Okay, if you've been watching the Game of Thrones TV series but haven't read the books, here's what Shannon is talking about: Basically, there's a lot of things that happen prior to the events of A Game of Thrones that the book hints at through character's memories, especially the events that surrounding Ned Stark's sister Lyanna and the Mad King Aerys's son Rhaegar that led to Robert Baratheon's rebellion against the Targaryens. In the books, we know enough to know we don't know everything that happened (if that makes sense) but still, book readers are getting a great many details the TV show hasn't managed to show yet.
The biggest change in this regard is when Dany visits the House of the Undying at the end of Season 2. In the show, she merely gets tempted, but rescues her dragons and burns the wizards; in the book, she gets infodumped with prophecies of the future and peeks into the past (and burns the wizards).
I apologize for being unable to find my source on this, but I know that showrunners David Benioff and D.B. Weiss are well aware of the problem, and are trying to figure it out (and they may have already, for all I know). I feel like Game of Thrones the show isn't ever going to be able to just have someone recite a bunch of prophecy, or have someone give Bran a lengthy history lesson — I feel like at some point the show may just need to do a flashback episode. Or two. Or maybe even a 2-hour prequel special event detailing what happened when Ned and Robert were young and everything else that went down.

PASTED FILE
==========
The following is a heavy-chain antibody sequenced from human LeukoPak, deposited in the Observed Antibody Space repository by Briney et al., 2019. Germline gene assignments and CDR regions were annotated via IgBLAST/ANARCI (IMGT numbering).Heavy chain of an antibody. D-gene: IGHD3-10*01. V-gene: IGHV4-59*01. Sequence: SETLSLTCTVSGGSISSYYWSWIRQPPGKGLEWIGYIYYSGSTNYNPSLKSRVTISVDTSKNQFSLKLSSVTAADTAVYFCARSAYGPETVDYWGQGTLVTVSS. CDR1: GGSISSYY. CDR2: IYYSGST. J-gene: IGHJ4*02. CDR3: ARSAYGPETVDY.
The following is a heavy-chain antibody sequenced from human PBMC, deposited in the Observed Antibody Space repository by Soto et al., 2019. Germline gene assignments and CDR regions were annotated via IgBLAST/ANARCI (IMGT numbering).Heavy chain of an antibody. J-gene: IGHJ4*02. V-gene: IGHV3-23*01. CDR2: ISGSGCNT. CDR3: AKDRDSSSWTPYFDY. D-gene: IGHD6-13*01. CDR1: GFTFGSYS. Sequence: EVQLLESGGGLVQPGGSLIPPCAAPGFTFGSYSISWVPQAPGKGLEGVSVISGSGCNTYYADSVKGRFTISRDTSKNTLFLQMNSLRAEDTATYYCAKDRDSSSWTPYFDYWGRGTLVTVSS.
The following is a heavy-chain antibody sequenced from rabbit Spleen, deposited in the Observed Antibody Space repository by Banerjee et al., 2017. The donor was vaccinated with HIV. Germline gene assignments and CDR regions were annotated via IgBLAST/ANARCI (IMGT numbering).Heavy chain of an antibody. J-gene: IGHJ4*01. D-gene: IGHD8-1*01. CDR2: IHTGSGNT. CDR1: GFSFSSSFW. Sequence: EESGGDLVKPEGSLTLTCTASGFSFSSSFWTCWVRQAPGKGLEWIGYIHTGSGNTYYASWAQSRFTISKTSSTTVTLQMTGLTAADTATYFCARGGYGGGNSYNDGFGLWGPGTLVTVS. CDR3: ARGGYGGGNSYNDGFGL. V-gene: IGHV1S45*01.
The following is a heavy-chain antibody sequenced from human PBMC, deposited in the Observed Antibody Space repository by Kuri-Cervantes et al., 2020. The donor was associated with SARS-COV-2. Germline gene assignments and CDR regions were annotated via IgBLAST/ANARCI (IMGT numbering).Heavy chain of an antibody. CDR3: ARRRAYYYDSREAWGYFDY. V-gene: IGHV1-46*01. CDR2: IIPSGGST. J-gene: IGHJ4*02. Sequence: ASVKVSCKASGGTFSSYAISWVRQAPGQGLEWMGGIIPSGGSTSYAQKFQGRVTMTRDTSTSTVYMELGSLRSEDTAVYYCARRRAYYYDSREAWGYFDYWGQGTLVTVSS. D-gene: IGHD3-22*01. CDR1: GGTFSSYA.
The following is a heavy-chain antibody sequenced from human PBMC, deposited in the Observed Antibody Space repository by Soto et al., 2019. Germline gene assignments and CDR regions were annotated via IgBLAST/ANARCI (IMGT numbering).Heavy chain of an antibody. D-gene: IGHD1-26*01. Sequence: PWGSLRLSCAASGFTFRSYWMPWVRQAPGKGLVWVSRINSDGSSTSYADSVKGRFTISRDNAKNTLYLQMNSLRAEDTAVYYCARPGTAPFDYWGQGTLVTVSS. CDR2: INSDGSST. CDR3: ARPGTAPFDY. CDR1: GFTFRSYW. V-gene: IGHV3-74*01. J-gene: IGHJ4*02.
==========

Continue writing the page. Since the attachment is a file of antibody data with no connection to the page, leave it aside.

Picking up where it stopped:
The problem with this is that George R.R. Martin is still holding so much of A Game of Thrones' past close to the vest, so a prequel special would be really… weird, with all the things that happen whose significance we don't understand yet. It almost makes more sense for the show to wait until GRRM explains everything he wants to explain in the books, and then do a prequel special including everything that can be told. Which means we could be waiting quite a while before we see Lyanna and Rhaegar on screen.
Fuck/marry/kiil: R2, C3PO, Chewbacca.
Kill Threepio, because he's the worst. I'd have to say fuck Artoo, if only because of all the gadgets and doohickeys and attachments he has, surely there's one that would get the job done. And marry Chewbacca, for a lifetime of comfy, late night snuggling.